• Jobs are available in most areas of the country, usually in medium-sized or large hospitals. However, there are only a relatively small number of jobs available and you may need to relocate to increase your chances of career progression.
  • During training, there is an opportunity to experience working in a variety of different hospital laboratories. You may have to travel to other parts of the country to fulfil the training requirements and spend a few weeks there. You'll also have to travel to the university to complete your Masters degree.


As a graduate with a degree in genetics or a related subject with a genetics component, such as molecular biology or cellular sciences, you can apply for a place on the NHS Scientist Training Programme (STP). Relevant STP programmes are offered for genomics and clinical bioinformatics (genomics). Entry on to the STP is competitive and you'll need a first or 2:1 degree, or a 2:2 with a relevant Masters or PhD. For all applicants, getting good academic results and relevant work experience is helpful, as is evidence of research experience (for example, through a relevant Masters or PhD).

The STP is a three-year, full-time workplace-based training programme that leads to more senior scientist roles in the NHS. During this time you'll be employed in a fixed-term salaried post in genomics. The first year of training is spent on rotation in a range of settings before specialising in years two and three. Training includes study for an approved and accredited Masters degree in genetics.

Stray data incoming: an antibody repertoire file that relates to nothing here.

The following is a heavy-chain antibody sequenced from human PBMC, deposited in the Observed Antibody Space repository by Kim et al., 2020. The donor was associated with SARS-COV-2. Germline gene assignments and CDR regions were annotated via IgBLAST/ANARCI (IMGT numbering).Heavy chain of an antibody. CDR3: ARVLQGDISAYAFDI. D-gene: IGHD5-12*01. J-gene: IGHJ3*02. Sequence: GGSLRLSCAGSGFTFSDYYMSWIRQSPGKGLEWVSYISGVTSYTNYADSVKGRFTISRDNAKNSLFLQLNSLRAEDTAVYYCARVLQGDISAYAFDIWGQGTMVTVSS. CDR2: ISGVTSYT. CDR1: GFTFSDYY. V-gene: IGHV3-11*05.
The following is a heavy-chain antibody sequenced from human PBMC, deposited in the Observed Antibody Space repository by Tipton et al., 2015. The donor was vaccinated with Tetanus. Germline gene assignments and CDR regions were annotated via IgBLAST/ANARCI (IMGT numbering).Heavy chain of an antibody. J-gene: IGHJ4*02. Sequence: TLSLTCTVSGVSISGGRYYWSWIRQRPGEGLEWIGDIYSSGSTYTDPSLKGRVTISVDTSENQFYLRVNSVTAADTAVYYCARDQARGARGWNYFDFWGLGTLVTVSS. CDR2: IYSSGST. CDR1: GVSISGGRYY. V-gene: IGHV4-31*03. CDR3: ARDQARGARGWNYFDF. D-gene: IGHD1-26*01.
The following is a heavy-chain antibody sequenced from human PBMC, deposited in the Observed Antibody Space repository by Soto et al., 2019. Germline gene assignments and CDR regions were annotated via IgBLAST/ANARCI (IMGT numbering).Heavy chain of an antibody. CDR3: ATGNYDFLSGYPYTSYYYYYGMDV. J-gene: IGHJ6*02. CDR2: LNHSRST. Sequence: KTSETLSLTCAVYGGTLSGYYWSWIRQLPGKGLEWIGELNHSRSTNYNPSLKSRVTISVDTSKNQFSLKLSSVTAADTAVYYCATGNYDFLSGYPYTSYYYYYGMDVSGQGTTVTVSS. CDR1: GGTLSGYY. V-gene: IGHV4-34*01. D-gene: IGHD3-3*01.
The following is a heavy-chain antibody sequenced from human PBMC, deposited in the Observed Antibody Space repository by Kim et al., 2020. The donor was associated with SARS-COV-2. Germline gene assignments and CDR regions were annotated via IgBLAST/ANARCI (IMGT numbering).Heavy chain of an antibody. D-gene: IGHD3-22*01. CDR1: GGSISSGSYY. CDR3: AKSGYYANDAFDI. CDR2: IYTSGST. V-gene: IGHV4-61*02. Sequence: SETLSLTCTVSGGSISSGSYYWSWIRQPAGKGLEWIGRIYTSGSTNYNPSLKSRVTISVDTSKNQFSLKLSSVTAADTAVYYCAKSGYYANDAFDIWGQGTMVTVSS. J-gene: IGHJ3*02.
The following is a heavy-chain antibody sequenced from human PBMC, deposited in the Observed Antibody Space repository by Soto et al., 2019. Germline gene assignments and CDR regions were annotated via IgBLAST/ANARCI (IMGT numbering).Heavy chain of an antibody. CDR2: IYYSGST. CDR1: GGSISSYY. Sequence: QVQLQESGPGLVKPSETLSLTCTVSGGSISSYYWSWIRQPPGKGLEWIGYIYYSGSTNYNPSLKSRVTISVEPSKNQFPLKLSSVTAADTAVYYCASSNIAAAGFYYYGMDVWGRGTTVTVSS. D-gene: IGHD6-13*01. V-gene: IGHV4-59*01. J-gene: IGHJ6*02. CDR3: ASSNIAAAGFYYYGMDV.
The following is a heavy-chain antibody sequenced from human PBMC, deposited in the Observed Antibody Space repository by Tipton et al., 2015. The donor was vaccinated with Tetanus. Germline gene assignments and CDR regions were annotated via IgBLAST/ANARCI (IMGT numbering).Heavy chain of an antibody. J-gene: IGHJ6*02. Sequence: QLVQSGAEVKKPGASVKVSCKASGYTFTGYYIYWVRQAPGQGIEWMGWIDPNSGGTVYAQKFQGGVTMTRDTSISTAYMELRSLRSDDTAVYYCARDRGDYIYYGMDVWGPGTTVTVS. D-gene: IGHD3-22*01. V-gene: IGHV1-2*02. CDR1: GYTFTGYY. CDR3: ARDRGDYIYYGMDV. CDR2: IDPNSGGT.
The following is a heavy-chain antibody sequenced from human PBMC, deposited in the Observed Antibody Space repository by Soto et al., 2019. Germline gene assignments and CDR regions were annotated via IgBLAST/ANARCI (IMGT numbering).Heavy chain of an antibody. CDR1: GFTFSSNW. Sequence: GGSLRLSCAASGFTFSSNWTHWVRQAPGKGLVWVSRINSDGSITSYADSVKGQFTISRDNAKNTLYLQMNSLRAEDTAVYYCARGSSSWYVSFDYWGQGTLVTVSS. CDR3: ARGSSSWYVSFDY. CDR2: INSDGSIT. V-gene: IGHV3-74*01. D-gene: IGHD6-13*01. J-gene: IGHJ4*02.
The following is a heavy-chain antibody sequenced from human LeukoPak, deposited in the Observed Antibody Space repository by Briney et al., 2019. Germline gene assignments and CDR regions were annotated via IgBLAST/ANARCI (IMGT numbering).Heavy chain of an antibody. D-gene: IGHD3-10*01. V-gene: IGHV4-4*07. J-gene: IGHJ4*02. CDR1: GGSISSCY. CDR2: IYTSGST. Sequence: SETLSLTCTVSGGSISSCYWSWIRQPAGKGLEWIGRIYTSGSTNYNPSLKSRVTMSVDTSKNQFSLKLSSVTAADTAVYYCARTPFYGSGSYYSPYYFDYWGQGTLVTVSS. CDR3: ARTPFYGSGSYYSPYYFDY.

If you already work for the NHS, you can apply to the STP as an internal candidate. See the National School of Healthcare Science (NSHCS) website for programme details for both external and internal applicants.

Details of training posts may be advertised in the New Scientist, but candidates must apply through the online application portal Oriel. Recruitment usually takes place in January but check the NSHCS website regularly for details.

On successful completion of the STP you're eligible to apply for a Certificate of Attainment from the Academy for Healthcare Science (AHCS), which allows registration as a clinical scientist with the Health & Care Professions Council (HCPC). See the NSHCS website for full details on how to apply.

For information on STP training in Wales, see the Workforce, Education and Development Services (WEDS). There are separate scientist training schemes in:

If you don't already have a degree, you can apply for the NHS Practitioner Training Programme (PTP), which provides undergraduate training leading to a BSc (Hons) Healthcare Science (life sciences - genetics science). Courses are full time (usually three years) and include a mixture of academic learning and workplace-based training in the NHS. After graduation you'll be qualified as a healthcare science practitioner and will also be eligible for professional registration as a biomedical scientist with the HCPC. It's also possible to apply for the STP.


You will need:

  • laboratory skills and the ability to plan and do research
  • strong problem-solving skills and the ability to use your initiative
  • an analytical and investigative mind
  • excellent oral and written communication skills
  • the ability to manage a laboratory project and liaise with a variety of technical colleagues
  • teamworking skills
  • a high level of self-motivation
  • flexibility and adaptability
  • good IT skills, as most laboratories are highly computerised.

Work experience